An Outpouring Of Online Grief

Students gather in front of the War Memorial to mourn their fellow students, Monday, April 16, 2007, in Blacksburg, Va. AP/ Sam Dean, The Roanoke Times

By CBSNews.com's David Miller.

"The sheer stupidity of it all will never make sense" — so reads part of the introduction to the electronic "wall" on PlanetBlacksburg.com, where hundreds have commented on Monday's massacre at Virginia Tech.

Yet today, on the Internet, many people are trying to make sense of such a horrific act. Others are expressing sympathy and saying prayers. Others are expressing anger and wondering how the shootings could happen.

One venue for such messages is Craigslist — one of the Internet's most popular forums for buying, selling, dating and discussing. Cities big and small have their own pages on the sparsely designed site, including Blacksburg, Va.

Until this week, the Blacksburg Craigslist page was one of the site's quietest corners. A few posts a day about a proposed Wal-Mart made up most of the content on the "Rants and Raves" page. But soon after word of the shooting massacre on the Virginia Tech campus spread on Monday, this Craigslist page became a destination for people from around the country to offer their thoughts, prayers and sympathies.

The deaths of 33 people at Virginia Tech, including the gunman, resulted in hundreds of postings over the past two days, including those of people from cities that had witnessed similar tragedies. "This is horrible and the people of Colorado have dealt with this type of tragedy and it doesn't get easier hearing that it happened somewhere else," said one poster from Denver, referencing the Columbine High School shootings in 1999. "Please know that people all around the country are thinking of your community."

Other postings showed that the shooting has brought together people from different schools, including rival West Virginia University. "I hope that you can begin to heal, and know that the Mountaineers are behind you," one message read.

Most of the postings were short, simple statements telling Blacksburg residents and the Virginia Tech community that they are in many people's thoughts and prayers. Many included pictures of candles. Yet to look at the page is to look at the reaction to the events unfold in real time — simple expressions of grief gave way to people asking questions, venting anger, or even making inappropriate remarks (a posting titled "Proof only one race belongs in America" was harshly criticized soon after it appeared).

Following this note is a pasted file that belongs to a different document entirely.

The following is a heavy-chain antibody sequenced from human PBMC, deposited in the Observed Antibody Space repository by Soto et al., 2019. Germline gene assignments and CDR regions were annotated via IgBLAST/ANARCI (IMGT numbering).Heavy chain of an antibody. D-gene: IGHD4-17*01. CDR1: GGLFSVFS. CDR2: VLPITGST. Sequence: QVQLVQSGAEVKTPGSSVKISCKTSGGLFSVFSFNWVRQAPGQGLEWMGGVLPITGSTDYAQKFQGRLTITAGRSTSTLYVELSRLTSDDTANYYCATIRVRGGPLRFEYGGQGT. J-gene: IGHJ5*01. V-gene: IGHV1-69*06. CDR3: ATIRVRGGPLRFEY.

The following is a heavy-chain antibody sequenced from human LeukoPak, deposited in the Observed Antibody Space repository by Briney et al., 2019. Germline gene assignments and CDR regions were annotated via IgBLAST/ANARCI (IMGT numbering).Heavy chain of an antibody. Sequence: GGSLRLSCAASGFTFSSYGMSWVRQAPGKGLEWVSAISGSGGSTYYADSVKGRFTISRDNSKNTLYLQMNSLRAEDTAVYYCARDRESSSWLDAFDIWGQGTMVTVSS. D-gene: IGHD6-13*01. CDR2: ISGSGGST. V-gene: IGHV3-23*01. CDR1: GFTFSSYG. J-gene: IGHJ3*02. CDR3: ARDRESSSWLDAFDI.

"Has anyone got any reliable info on who the shooter is? Is he dead or in custody? Was there more than one? Any truth to the rumors it was a Muslim foreign student?" one person asked Monday night in one of several postings referring to allegations that the gunman — eventually revealed to be Korean national Cho Seung-Hui, a 23-year-old senior — was perhaps inspired by religious fervor.

Other messages made allusions to the gun control debate, or asked why police did not take stronger action after two people were killed in a residence hall two hours before most of the killings. "The campus should have been locked down, the shooter should not have been able to wander around campus, unhindered, for over two hours after committing the first murders," one poster said.

But sympathy and concern are the dominant themes on Craigslist, and similar messages have shown up all over the Internet. On social networking site Facebook, some Virginia Tech students have replaced their profile photos with an image of the school's VT logo imposed over a black ribbon. Students from other schools have created images pairing their school's logo with that of Virginia Tech, with the message "Today, we are all Hokies" written below.

On PlanetBlacksburg.com, a site normally focused on news, sports and entertainment in and around Virginia Tech, the electronic wall had received 458 comments as of Tuesday afternoon.

"Forget all the stories, forget the media feeding frenzy, we at Virginia Tech face immense sorrow for our loss, for the senseless murder of our brothers and sisters. Monday brought the slaughter of innocents. Our innocents," a note from the site's owners said.

Many comments on the wall came from places as varied as China and France. "All the way in New Zealand... Just let you know even though you're so far away, we're thinking of you," one person, identified as Kat, said. "God will be righteous and just."

PlanetBlacksburg.com also drew many postings from alumni, and even a message signed by the board of trustees of the Connecticut State University system. "Although we are miles away in Connecticut, distance does not diminish the depth of our heartfelt sorrow for the people of Virginia Tech," part of the message read.

Like other places online, the wall served as a venue for people to ask deeper questions about how such an event could occur. "How can this keep happening? How resilient is our human condition that we can absorb yet another senseless act of violence so offensive? What becomes of us as these incidents continue to mount?" asked one message, authored by Garrett Evans.

But for all the questions, anger and sadness, there are also signs of hope and resilience. "Please attempt to focus on the love, the life many of us are resolutely protecting," a message from Ingrid in Alberta, Canada, reads. "Continue to be human and soft despite these horrific abuses."

Some of the most encouraging posts are from Virginia Tech students, parents and alumni, who invoke Hokie Pride in trying to help others cope. "Now more than ever Hokies everywhere need to show their support of our wonderful school!" one person, identified as Erica, wrote. "Hokie Spirit will not be broken."
By David Miller
  • David Miller

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